T 0053/11 () of 23.2.2015

European Case Law Identifier: ECLI:EP:BA:2015:T005311.20150223
Date of decision: 23 February 2015
Case number: T 0053/11
Application number: 00948171.4
IPC class: A61K 33/00
A61P 25/36
Language of proceedings: EN
Distribution: D
Download and more information:
Decision text in EN (PDF, 288.860K)
Documentation of the appeal procedure can be found in the Register
Bibliographic information is available in: EN
Versions: Unpublished
Title of application: XENON AS NMDA ANTAGONIST for neuroprotection
Applicant name: Imperial Innovations Limited
Opponent name: L'AIR LIQUIDE, Société Anonyme
pour L'étude et L'exploitation
des procédés Georges Claude
Board: 3.3.07
Headnote: -
Relevant legal provisions:
European Patent Convention Art 84
Keywords: Claims - clarity after amendment (no)
Catchwords:

-

Cited decisions:
G 0005/83
T 0830/08
Citing decisions:
-

Summary of Facts and Submissions

I. The appeal of the patent proprietor (appellant) lies against the decision of the opposition division to revoke European patent No. 1 200 103.

The patent was granted with 7 claims. Independent claim 1 read as follows:

"1. Use of xenon in the preparation of a pharmaceutical for use in neuroprotection and/or for inhibiting the development of tolerance to opiates."

II. The patent was opposed under Article 100(a) and (b) EPC on the grounds that its subject-matter lacked novelty and inventive step and was not sufficiently disclosed. The following document was among those cited during the opposition proceedings:

D8: EP 1 158 992

III. The opposition division's decision was based on two sets of claims filed as main request and auxiliary request 1 during the oral proceedings held on 26 October 2010.

Claim 1 of the main request read as follows:

"1. Use of xenon in the preparation of a pharmaceutical for use in neuroprotection, wherein the pharmaceutical is for delivery by inhalation, excluding the use of xenon or xenon gas mixtures for preparing a pharmaceutical composition for treating neurointoxications caused by a neurotransmitter excess."

Claim 1 of the auxiliary request differed from claim 1 of the main request in the wording of the disclaimer, which read as follows:

"... excluding the use of xenon or xenon gas mixtures for preparing a pharmaceutical composition for treating neurointoxications by reducing the release of dopamine, glutamate and/or noradrenalin from neurons."

IV. In its decision the opposition division came to the conclusion that the disclaimer introduced in claim 1 of the main request in order to restore novelty over the post-published document D8 did not comply with the requirements set forth in Enlarged Board of Appeal decision G 1/03. In particular, claim 1 was not clear in view of the introduction of the disclaimer, and its subject-matter was still not novel over document D8. Hence, the criteria defined in G 1/03 for the admission of a disclaimer were not fulfilled and the requirements of Articles 123(2), 84 and 54(3)(4) were not met.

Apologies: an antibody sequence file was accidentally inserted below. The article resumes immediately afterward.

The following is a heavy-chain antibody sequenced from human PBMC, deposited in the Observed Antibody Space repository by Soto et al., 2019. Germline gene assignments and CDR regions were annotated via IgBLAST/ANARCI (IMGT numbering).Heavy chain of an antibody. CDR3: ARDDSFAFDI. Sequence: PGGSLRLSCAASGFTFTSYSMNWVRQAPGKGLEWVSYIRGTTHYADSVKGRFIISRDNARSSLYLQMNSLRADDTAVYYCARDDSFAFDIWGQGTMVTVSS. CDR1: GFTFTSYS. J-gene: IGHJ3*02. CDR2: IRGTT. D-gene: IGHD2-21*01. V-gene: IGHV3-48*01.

The same objections applied to the subject-matter of the first auxiliary request.

V. The appellant lodged an appeal against that decision. With the statement setting out the grounds of appeal sent on 25 March 2011 he requested that the decision under appeal be set aside and that the patent be maintained on the basis of a main request or alternatively on the basis of auxiliary requests 1 to 4 filed therewith.

The main request and auxiliary request 4 were identical respectively to the main request and to the auxiliary request of the appealed decision.

Claim 1 of auxiliary requests 1 to 3 differed from claim 1 of the main request only in the wording of the disclaimers, which read as follows:

Auxiliary request 1:

"... excluding the use of xenon or xenon gas mixtures for preparing a pharmaceutical composition for treating neurointoxications."

Auxiliary request 2:

"... excluding the use of xenon or xenon gas mixtures for preparing a pharmaceutical composition for treating neurointoxications caused by uncontrolled neurotransmitter release."

Auxiliary request 3:

"... excluding the use of xenon or xenon gas mixtures for preparing a pharmaceutical composition for treating neurointoxications caused by increased neurotransmitter release."

VI. The opponent (respondent) replied to the grounds of appeal with a letter dated 24 August 2011.

VII. By letter dated 10 April 2014, the board summoned the parties to oral proceeding to be held on 9 December 2014.

On 27 August 2014 the respondent communicated his decision not to attend oral proceedings. The appellant did the same by letter dated 3 December 2014. The parties were informed by the board with a fax sent on 5 December 2014 that the oral proceedings were cancelled.

VIII. As far as relevant to the present decision, the appellant's written arguments can be summarised as follows:

The earlier filed application D8 claimed the use of xenon for preparing a pharmaceutical composition for treating neurointoxications caused by a neurotransmitter excess. In contrast, the opposed patent claimed the use of xenon in broader terms, namely in the manufacture of a pharmaceutical for use in neuroprotection in general, but explicitly excluded that portion of the invention overlapping with D8, i.e. treating neurointoxications caused by a neurotransmitter excess. The term "neuroprotection" was not equivalent to "neurointoxications caused by an excess of neurotransmitter", and it was therefore appropriate to exclude the narrower term of D8 from the broader term claimed in the patent. Contrary to D8, the invention of the opposed patent was based on the ability of xenon to act as an antagonist of NMDA receptors. By virtue of this different mechanism of action, the invention opened up the possibility of providing neuroprotection in a broader context, for example in circumstances in which there was no excess of neurotransmitter.

IX. As far as relevant to the present decision, the respondent's written arguments can be summarised as follows:

Claim 1 did not comply with the requirements of clarity, in that it was not possible to make a clear distinction between patients suffering from a neurointoxication caused by a neurotransmitter excess and patients suffering from other forms of neurointoxication. Furthermore, the therapeutic applications covered by claim 1 were not clearly defined, and also the description of the patent did not provide any example of disease falling within the scope of the claim.